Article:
Death by Ignorance: Millions of Americans at risk from hemochromatosis, but few doctors know much about it

by Stephen Cobb on June 28, 2014

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Hemochromatosis is the biggest genetic killer in North America. Did you know that? Do you know what hereditary hemochromatosis is? Sadly, ignorance of hereditary hemochromatosis, often referred to as HH, is rampant among doctors as well as mere mortals like you and me, leading to countless thousands of preventable deaths every year. Most of those deaths don’t come with “hemochromatosis” on the death certificate, but HH is the culprit in many cases of death from liver cancer, heart failure, lung disease, diabetes, and suicide.

Just how ignorant are we of this deadly genetic disorder? Here’s a quick test: Have you ever heard of one or more of the following genetic conditions:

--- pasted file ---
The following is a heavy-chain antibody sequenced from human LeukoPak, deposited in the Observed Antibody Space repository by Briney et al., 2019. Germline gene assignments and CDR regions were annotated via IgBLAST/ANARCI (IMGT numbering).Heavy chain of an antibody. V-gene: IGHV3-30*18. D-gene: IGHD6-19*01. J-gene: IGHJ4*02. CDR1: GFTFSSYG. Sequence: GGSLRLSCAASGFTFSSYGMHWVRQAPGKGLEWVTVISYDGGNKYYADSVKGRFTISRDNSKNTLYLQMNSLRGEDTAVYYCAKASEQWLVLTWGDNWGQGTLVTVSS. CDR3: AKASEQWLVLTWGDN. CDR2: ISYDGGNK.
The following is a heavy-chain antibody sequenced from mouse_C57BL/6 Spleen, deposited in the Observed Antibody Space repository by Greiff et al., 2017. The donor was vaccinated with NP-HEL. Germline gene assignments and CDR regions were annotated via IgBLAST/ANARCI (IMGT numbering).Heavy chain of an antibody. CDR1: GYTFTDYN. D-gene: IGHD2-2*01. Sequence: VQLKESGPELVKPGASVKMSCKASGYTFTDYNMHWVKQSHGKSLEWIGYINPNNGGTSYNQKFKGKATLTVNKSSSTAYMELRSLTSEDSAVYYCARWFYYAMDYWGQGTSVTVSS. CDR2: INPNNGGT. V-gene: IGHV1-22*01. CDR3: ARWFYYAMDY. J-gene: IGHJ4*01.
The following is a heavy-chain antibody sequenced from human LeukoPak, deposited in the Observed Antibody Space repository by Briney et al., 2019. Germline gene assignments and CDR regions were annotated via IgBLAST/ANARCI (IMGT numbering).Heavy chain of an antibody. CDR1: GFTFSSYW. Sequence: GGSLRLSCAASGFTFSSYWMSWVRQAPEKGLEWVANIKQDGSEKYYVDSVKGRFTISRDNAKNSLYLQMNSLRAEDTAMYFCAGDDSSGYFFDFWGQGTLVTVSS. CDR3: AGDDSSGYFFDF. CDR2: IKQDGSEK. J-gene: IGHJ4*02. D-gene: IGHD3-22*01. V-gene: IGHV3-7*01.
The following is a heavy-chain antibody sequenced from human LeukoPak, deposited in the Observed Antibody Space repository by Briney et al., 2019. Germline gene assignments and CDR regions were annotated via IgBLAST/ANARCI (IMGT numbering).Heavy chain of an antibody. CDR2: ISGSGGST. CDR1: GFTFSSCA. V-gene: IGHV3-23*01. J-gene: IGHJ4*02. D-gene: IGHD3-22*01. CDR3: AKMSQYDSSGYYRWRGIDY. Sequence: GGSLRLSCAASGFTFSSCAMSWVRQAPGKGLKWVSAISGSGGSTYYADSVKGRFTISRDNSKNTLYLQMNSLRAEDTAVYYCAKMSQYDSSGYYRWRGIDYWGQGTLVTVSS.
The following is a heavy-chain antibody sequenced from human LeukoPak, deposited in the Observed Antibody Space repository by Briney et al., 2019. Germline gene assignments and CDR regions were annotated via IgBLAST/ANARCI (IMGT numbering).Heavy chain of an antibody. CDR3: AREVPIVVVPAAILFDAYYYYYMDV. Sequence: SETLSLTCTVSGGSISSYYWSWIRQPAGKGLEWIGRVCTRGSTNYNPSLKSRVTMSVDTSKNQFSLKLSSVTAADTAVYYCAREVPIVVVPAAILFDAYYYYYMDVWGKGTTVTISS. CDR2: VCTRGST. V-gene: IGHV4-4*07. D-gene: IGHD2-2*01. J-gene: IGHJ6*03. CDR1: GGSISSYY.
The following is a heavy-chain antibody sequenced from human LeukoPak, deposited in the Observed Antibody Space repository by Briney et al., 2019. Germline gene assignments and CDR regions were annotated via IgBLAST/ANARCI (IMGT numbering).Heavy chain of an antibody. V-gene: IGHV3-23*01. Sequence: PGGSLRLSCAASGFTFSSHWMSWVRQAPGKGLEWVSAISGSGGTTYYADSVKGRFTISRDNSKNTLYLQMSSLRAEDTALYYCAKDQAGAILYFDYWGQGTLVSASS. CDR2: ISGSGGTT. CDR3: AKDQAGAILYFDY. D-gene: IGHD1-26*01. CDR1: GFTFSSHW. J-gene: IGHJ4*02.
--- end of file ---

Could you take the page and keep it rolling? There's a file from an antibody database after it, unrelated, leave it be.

• Cystic fibrosis • Down syndrome
  • Sickle cell disease • Haemophilia

I’m betting you have heard of them, but guess what? They are all rarer than hereditary hemochromatosis! If you don’t believe me you might be tempted to Google “most common genetic disorders” but guess what? Hemochromatosis is not on some of those lists you see in the results. Why? The lists are wrong! That’s how widespread the ignorance is.

The fact remains, well documented, that hereditary hemochromatosis or genetic haemochromatosis for our British readers, is carried by at least 1 in 10 people in America and is probably at least as common in Britain. Want to fact check and get academic about it?